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I have to show, whether there is a holomorphic funtion $f$ defined in an open neighborhood of zero, such that: $$ f\left(\frac{1}{n}\right)=(-1)^n \frac{1}{n^3}$$ for all positive integer $n$.

My idea was to apply the identity theorem for holomorphic funtions. How can I do that? Maybe I must consider the subsequences $ \frac{1}{2k}, \frac{1}{2k+1}$. Can somebody help me?

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  • $\begingroup$ "f in zero"? What do you mean by that? $\endgroup$ – Lord Shark the Unknown Dec 9 '18 at 17:59
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    $\begingroup$ I don't know for sure what you want. This is my guess. Please change it if it is not what you wanted. $\endgroup$ – Batominovski Dec 9 '18 at 23:49
  • $\begingroup$ Thank you, Your guess was right:) $\endgroup$ – Steven33 Dec 10 '18 at 7:30
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While I don't know clearly what your question is, I assume you want to find all entire function $f$ such that $f(1/n)=(-1)^n/n^3$ for all positive integers $n$. I want to point out that $f$ does not exist, and your idea of considering $1/(2k)$ and $1/(2k+1)$ is a good idea.

Note that $f(z)=z^3$ for all $z$ of the form $1/(2k)$ where $k$ is a positive integer. Since the set of $1/(2k)$ has an accumulation point (namely, $0$) in $\Bbb{C}$, so $f(z)=z^3$ must hold for all $z\in \Bbb{C}$, but then the condition says that $f\big(1/(2k+1)\big)$ is $-1/(2k+1)^3$, not $1/(2k+1)^3$. This is a contradiction.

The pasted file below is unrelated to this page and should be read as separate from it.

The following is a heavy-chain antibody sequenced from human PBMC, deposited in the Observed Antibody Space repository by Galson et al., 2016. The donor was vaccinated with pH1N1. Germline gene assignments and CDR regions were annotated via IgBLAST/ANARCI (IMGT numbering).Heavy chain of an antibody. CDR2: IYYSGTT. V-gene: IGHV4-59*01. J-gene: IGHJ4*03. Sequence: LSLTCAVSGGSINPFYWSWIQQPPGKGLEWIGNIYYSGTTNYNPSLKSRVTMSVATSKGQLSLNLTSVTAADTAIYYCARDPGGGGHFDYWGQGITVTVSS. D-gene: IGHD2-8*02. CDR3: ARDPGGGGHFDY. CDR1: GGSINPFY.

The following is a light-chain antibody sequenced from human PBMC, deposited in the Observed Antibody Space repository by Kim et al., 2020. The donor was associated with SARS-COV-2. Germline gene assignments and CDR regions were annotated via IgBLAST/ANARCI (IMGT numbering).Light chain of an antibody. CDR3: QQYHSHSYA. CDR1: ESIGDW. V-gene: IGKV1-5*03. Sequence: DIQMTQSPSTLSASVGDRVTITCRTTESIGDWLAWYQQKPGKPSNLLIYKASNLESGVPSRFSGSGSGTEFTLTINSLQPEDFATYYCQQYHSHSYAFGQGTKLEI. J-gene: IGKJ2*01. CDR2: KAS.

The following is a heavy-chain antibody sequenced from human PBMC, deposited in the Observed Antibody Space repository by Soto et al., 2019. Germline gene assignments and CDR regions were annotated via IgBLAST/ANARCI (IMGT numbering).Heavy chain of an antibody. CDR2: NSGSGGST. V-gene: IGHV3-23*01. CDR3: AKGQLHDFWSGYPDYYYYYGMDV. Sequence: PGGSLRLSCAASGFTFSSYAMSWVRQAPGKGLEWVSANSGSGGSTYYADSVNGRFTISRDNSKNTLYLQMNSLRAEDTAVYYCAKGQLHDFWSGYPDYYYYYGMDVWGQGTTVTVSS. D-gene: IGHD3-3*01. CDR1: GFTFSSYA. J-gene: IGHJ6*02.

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  • $\begingroup$ Thank you for your answer:) I dont understand how you get $ f(z)=z^3$ When you consider $1/2k$, then you get $ f(1/2k)= 1/(2k)^3 = \frac{1}{8 z^3 } $? $\endgroup$ – Steven33 Dec 9 '18 at 18:53
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    $\begingroup$ If $z=1/(2k)$, then $1/(2k)^3=z^3$. $\endgroup$ – user614671 Dec 9 '18 at 21:34
  • $\begingroup$ Ok, you put $z=\frac{1}{2k} \Rightarrow g(z)=z^3 $, so $f(z)=g(z) \forall z=1/2k \Rightarrow f=g$ , but $ f(1/2k+1)= .-1/(2k+1)^3 \ne 1/(2k+1)^3 =g(1/2k+1) $ $\endgroup$ – Steven33 Dec 10 '18 at 7:26
  • $\begingroup$ Ok I think I understand that now:) $\endgroup$ – Steven33 Dec 10 '18 at 7:29
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    $\begingroup$ I think something is wrong with your last example. If $f(1/n)=\frac{1}{n^2-1}$, then $$f(1/n)=\frac{(1/n)^2}{1-(1/n)^2}.$$ Therefore, if $z=1/n$, then $f(z)=\frac{1}{1-z^2}$. $\endgroup$ – user614671 Dec 10 '18 at 11:55

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